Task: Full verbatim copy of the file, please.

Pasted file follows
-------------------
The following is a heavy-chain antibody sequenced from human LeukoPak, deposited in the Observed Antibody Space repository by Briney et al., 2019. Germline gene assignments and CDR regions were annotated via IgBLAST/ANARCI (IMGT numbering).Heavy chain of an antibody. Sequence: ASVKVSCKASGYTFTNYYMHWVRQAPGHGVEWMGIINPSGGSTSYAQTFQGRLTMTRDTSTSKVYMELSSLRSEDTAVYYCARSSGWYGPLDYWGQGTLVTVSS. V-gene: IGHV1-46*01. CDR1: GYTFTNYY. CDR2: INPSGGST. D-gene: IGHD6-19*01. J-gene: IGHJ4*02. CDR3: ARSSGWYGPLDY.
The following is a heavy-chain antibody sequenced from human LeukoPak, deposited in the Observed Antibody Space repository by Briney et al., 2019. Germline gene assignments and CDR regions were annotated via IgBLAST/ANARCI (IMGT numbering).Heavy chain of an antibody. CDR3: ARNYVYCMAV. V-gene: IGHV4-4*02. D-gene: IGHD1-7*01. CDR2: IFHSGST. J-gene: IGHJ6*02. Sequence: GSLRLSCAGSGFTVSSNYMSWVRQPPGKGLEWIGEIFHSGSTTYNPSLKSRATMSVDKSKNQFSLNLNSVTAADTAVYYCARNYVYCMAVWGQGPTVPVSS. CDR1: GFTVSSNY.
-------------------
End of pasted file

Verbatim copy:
The following is a heavy-chain antibody sequenced from human LeukoPak, deposited in the Observed Antibody Space repository by Briney et al., 2019. Germline gene assignments and CDR regions were annotated via IgBLAST/ANARCI (IMGT numbering).Heavy chain of an antibody. Sequence: ASVKVSCKASGYTFTNYYMHWVRQAPGHGVEWMGIINPSGGSTSYAQTFQGRLTMTRDTSTSKVYMELSSLRSEDTAVYYCARSSGWYGPLDYWGQGTLVTVSS. V-gene: IGHV1-46*01. CDR1: GYTFTNYY. CDR2: INPSGGST. D-gene: IGHD6-19*01. J-gene: IGHJ4*02. CDR3: ARSSGWYGPLDY.
The following is a heavy-chain antibody sequenced from human LeukoPak, deposited in the Observed Antibody Space repository by Briney et al., 2019. Germline gene assignments and CDR regions were annotated via IgBLAST/ANARCI (IMGT numbering).Heavy chain of an antibody. CDR3: ARNYVYCMAV. V-gene: IGHV4-4*02. D-gene: IGHD1-7*01. CDR2: IFHSGST. J-gene: IGHJ6*02. Sequence: GSLRLSCAGSGFTVSSNYMSWVRQPPGKGLEWIGEIFHSGSTTYNPSLKSRATMSVDKSKNQFSLNLNSVTAADTAVYYCARNYVYCMAVWGQGPTVPVSS. CDR1: GFTVSSNY.